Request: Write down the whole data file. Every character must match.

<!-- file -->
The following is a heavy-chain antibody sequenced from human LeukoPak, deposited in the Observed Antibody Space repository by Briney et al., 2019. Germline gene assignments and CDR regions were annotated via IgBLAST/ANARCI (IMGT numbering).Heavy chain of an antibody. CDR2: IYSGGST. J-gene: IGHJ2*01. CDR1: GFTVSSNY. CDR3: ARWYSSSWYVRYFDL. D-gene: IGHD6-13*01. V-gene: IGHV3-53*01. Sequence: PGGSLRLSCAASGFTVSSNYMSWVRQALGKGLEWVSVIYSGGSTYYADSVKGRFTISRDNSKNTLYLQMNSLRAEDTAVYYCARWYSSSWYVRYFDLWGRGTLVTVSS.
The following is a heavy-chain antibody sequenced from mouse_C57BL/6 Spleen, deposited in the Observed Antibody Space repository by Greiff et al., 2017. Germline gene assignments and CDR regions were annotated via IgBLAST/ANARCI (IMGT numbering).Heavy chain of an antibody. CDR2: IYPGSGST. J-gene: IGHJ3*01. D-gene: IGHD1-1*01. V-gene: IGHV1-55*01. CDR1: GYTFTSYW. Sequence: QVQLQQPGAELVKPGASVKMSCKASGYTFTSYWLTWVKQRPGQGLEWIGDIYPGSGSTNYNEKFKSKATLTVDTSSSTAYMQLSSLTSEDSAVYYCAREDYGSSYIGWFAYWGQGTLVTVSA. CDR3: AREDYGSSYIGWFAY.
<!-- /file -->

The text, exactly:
The following is a heavy-chain antibody sequenced from human LeukoPak, deposited in the Observed Antibody Space repository by Briney et al., 2019. Germline gene assignments and CDR regions were annotated via IgBLAST/ANARCI (IMGT numbering).Heavy chain of an antibody. CDR2: IYSGGST. J-gene: IGHJ2*01. CDR1: GFTVSSNY. CDR3: ARWYSSSWYVRYFDL. D-gene: IGHD6-13*01. V-gene: IGHV3-53*01. Sequence: PGGSLRLSCAASGFTVSSNYMSWVRQALGKGLEWVSVIYSGGSTYYADSVKGRFTISRDNSKNTLYLQMNSLRAEDTAVYYCARWYSSSWYVRYFDLWGRGTLVTVSS.
The following is a heavy-chain antibody sequenced from mouse_C57BL/6 Spleen, deposited in the Observed Antibody Space repository by Greiff et al., 2017. Germline gene assignments and CDR regions were annotated via IgBLAST/ANARCI (IMGT numbering).Heavy chain of an antibody. CDR2: IYPGSGST. J-gene: IGHJ3*01. D-gene: IGHD1-1*01. V-gene: IGHV1-55*01. CDR1: GYTFTSYW. Sequence: QVQLQQPGAELVKPGASVKMSCKASGYTFTSYWLTWVKQRPGQGLEWIGDIYPGSGSTNYNEKFKSKATLTVDTSSSTAYMQLSSLTSEDSAVYYCAREDYGSSYIGWFAYWGQGTLVTVSA. CDR3: AREDYGSSYIGWFAY.